Commercial banks in Abuja, the Federal Capital Territory, FCT and many parts of Nasarawa State at the weekend played host to unprecedented number of customers who were desperate to beat the Central Bank of Nigeria, CBN’s deadline for the registration of Biometric Verification Number, BVN in the country.
CBN had given Monday, June 30 as deadline for all commercial banks in the country to conclude the registration of their customer for the biometric verification.
Our correspondent observed at most of banks visited within the FCT and some parts of Nasarawa State that customers were on long queues inside and outside the financial institutions to obtain their BVN forms or conclude their registrations.
Some of them (customers) were seen pushing themselves while struggling to either enter the banks or to obtain the forms.
At the Access Bank, Wema Bank and First Bank Plc, Wuse, Abuja, the bank hall was filled to capacity by customers who were there for the BVN and those who came for business transactions.
It was the same scenario at the banks in Mararaba town in Nasarawa State, including Stanbic IBTC Bank, Access Bank, Guaranty Trust Bank, Diamond Bank and Ecobank Plc, among others.
One of the customers, Mrs. Veronica Thomas said she came to the Access Bank, Mararaba as early as 8am on Friday, but was surprised to pick tag number 83 among the customers waiting for the BVN registration.
Mrs. Thomas, who said she was on queue for several hours before she could be attended to, express regret for ignoring the exercise at the time there was no rushing by customers.
According to her, she had undermined the importance of the exercise until she heard that her account would be frozen by the CBN at the end of the expiration of the June 30 deadline.
“I didn’t take this thing serious before now, if not I would have done it since. Now I have spent several hours here (the bank) today for my own registration. My tag number when I came here this morning around 8 o’clock was 83 and I have to send for my daughter to come and stand for me when my legs were aching.
“My daughter did not call me until about 2pm and may be it would have passed that time if not for some Muslims who went to pray at the mosque around 1 pm. But I thank God that I was able to do it at last, though they (bank staff) asked me to come back after two weeks if I didn’t receive alert for my BVN number”, she said.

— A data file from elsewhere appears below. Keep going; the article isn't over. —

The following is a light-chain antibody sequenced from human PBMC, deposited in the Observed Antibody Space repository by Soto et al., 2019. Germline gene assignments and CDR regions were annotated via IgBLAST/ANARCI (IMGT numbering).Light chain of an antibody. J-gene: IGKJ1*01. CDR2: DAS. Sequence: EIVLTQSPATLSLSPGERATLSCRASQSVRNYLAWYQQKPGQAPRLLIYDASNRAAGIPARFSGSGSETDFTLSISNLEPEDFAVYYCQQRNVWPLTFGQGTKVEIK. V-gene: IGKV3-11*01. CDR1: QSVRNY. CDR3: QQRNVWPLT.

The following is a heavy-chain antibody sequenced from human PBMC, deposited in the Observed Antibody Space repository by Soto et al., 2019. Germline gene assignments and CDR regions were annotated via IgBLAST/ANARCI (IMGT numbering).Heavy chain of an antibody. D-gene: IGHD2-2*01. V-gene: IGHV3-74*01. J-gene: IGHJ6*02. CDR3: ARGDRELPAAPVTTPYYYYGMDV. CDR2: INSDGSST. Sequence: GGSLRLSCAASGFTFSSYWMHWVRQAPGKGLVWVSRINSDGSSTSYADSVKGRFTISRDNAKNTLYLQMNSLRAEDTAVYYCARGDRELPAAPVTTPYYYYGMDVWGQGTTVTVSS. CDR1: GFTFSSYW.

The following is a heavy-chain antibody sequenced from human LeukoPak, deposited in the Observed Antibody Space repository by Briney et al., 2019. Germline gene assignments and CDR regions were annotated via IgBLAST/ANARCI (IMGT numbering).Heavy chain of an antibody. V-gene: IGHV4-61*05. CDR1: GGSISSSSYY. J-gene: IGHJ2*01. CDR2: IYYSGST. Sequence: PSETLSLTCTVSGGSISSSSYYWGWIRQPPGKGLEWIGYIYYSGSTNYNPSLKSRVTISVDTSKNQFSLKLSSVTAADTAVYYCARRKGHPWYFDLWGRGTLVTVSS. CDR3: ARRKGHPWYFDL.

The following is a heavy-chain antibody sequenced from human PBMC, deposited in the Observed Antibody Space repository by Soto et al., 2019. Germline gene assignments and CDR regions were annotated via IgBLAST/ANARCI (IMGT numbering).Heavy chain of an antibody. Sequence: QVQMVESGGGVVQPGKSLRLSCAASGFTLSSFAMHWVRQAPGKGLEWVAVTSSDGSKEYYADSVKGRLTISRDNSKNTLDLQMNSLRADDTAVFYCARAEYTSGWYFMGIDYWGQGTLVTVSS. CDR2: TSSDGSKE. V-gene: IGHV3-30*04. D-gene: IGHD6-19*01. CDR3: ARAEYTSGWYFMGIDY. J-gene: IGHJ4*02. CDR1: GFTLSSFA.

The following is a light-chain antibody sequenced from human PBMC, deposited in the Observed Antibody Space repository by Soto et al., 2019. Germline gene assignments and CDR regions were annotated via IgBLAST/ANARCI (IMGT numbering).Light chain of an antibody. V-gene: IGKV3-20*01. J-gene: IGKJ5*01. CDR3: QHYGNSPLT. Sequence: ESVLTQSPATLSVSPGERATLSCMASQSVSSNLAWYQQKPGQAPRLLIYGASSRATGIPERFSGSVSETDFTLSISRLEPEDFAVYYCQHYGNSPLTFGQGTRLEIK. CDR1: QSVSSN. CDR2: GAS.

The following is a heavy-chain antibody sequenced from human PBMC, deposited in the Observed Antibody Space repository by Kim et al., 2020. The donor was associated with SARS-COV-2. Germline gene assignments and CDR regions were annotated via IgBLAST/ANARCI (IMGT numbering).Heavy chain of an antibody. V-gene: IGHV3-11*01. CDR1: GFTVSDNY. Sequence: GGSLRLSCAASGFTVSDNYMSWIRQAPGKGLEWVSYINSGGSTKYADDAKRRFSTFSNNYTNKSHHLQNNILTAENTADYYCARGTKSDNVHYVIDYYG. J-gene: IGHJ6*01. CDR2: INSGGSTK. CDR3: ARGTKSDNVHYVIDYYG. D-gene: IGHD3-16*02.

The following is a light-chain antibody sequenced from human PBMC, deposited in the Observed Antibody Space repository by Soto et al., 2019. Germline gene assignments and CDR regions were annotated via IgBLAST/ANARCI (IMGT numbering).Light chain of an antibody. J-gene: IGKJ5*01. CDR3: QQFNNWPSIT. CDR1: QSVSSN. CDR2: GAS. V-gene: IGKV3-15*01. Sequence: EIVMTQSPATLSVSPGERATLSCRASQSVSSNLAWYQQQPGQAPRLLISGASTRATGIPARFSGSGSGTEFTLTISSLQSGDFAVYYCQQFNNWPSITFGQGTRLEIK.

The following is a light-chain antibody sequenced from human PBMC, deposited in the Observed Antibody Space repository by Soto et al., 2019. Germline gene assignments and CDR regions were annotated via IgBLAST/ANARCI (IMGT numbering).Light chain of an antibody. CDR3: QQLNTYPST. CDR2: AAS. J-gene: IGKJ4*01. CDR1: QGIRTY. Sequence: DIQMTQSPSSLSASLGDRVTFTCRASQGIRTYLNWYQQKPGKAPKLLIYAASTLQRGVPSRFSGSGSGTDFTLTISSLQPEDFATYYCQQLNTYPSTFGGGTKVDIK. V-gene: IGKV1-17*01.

Another customer, Tajudeen Ibrahim said he had done the registration when he travelled to Ilorin, Kwara State about two months ago, but didn’t know what was given him was the ticket number until he was denied transaction at the United Bank for Africa, UBA during the week.
“When I went to the UBA to pay money into my sister’s account, the cashier asked for my BVN number and gave her the one given me in Ilorin. I was shocked when she said I had only been carrying the ticket number instead of the real BVN number.
“Unfortunately, when I came to my bank (Stanbic) here today, instead of going to the customers’ desk to be given my BVN number, I collected form to fill and was on the queue for over three hours having been here at about 10am.
“But when it was my turn, I was shocked that the bank staff only asked for my account name, number and signature as well as the ticket number, which he used to trace my BVN number. Surprisingly, within two minutes he was done with me having written the number on a paper”, Ibrahim explained.
Mr. Isaiah Longman, a retired civil servant who came to the Stanbic Bank with his daughter had the most boring experience and worse of all, as he was asked to go and obtain court affidavit for using different names in the three banks that he operates.
The bank official, who attended to the visually impaired man in his 70s, told his highly frustrated daughter that she needed to take her father to the court for the affidavit “because he’s using different names in the Stanbic, First Bank and GTB accounts he is operating with these banks and this is a CBN rule which we cannot over rule”.
Commenting on the attitude of customers to the exercise, the banker, who did not want his name in print blamed customers for the late hour rush, saying most of them undermined the importance of the exercise even after receiving alert notices sent to them and series of adverts in the media by the CBN.

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